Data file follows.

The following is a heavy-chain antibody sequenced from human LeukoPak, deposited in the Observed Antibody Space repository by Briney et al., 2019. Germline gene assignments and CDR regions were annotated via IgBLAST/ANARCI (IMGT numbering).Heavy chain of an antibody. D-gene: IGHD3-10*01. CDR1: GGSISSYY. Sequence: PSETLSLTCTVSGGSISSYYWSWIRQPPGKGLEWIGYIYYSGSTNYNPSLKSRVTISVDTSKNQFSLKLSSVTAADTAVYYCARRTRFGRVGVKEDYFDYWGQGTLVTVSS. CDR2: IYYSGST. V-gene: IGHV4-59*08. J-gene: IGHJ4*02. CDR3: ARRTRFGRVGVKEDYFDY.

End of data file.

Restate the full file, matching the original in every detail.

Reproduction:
The following is a heavy-chain antibody sequenced from human LeukoPak, deposited in the Observed Antibody Space repository by Briney et al., 2019. Germline gene assignments and CDR regions were annotated via IgBLAST/ANARCI (IMGT numbering).Heavy chain of an antibody. D-gene: IGHD3-10*01. CDR1: GGSISSYY. Sequence: PSETLSLTCTVSGGSISSYYWSWIRQPPGKGLEWIGYIYYSGSTNYNPSLKSRVTISVDTSKNQFSLKLSSVTAADTAVYYCARRTRFGRVGVKEDYFDYWGQGTLVTVSS. CDR2: IYYSGST. V-gene: IGHV4-59*08. J-gene: IGHJ4*02. CDR3: ARRTRFGRVGVKEDYFDY.